Recent severe weather events had little impact on the plants near the road. Only the lilies were covered when frost and freezing temperatures threatened. Most other plants came through the cold unmarked. Summer sweet is the sad exception. This shrub is at least one climate zone outside of its comfort zone here. Given the unending severity of the winter, it is no surprise that it appears almost totally dead. An occasional leaf suggests some life activity but the future for this plant looks dim. We may find a small living sucker plant tucked near a stone wall that will enable us to start again with this plant.
Meadow sage appears on the "get rid of this plant" list several times each year. The foliage reeks of foul body odor whenever we work near this plant. A coarse unkempt leaf display adds exactly nothing to the appeal of this plant. It self seeds with considerable success and the deep tap root requires effort to remove. Pulling a single plant releases a truly foul stench. But just look at its mass of purple hooded flowers. When these spent flower stalks are cut away, an unpleasant smelly task, the plant will bloom again. In the end, this plant will hold several permanent spots in our gardens. Purple flowers are among my favorites. For the occupants of cars speeding by, this plant is nothing more than a bold splash of color.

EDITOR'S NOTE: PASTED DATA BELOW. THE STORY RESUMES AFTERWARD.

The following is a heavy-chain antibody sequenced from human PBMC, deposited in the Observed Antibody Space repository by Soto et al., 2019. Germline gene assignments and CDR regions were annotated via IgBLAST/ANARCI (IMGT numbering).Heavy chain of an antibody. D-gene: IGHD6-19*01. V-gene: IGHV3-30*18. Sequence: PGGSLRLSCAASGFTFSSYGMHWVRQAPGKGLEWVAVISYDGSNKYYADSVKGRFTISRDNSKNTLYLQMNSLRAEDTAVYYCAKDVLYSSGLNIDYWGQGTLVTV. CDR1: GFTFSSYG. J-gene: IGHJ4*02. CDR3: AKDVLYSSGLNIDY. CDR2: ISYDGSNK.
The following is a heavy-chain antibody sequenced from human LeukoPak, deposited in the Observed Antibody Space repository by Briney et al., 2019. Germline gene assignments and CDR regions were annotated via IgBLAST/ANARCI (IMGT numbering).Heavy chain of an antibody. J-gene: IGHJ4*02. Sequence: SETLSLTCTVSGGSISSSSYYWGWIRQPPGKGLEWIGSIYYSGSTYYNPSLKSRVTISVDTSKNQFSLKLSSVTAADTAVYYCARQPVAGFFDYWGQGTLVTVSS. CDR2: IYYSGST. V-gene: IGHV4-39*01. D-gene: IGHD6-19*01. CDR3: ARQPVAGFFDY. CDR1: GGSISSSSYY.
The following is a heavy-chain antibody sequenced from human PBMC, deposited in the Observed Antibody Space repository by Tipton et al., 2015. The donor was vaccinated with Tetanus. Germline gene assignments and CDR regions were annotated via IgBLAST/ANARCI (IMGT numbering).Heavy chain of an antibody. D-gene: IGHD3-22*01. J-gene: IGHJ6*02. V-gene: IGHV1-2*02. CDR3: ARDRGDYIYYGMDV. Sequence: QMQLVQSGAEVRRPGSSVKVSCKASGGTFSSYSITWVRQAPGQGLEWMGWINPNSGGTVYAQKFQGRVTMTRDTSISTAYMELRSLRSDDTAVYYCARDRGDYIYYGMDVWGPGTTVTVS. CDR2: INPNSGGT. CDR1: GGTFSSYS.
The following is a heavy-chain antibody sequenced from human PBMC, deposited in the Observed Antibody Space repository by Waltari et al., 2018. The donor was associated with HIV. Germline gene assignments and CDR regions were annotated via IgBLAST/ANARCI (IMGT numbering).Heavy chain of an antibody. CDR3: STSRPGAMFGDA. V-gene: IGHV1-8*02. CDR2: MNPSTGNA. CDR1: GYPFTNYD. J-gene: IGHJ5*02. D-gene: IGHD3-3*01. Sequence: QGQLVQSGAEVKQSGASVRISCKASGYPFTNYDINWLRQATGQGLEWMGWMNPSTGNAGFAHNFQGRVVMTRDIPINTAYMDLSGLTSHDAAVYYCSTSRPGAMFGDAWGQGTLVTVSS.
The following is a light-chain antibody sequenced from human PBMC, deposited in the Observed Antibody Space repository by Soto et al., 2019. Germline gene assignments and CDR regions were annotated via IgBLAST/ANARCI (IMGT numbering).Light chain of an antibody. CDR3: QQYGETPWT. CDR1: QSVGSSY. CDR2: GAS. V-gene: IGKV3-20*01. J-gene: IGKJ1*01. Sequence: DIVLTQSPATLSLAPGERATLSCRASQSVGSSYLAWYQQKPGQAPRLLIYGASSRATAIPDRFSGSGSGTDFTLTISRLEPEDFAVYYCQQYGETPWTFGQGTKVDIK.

A Shaker's prayer Siberian iris flower is complexly colored. Patches of pure white are cleanly crossed by purple veins. Yellow near the base of the blossom clearly places this plant at the top of my must have list. Purple flowers are a personal favorite. The addition of yellow creates a perfect combination. This is also the first of our Siberian iris to bloom. Many more will follow with their own unique beauty but none will surpass Shaker's prayer.
False indigo rounds out our early collection of purple flowers. More thought should have preceded its placement here. Deeply rooted, persistent and growing ever larger with each passing season, this plant will expand its claim on this section of garden. One will be forced to peek around it to see what else grows in this garden.
The distant ground in the first photo reveals our plans for the coming years. The bare but partly weedy ground is scheduled for planting soon. A second application of fresh grass clippings just beyond is intended to slow down the retaking of that area by the eventual winner, quack grass. With any luck we will be able to plant that ground next season. The dried grass under the sumac trees is supposed to kill the quack grass there. We would like to place a garden bench in the dappled shade provided by the trees.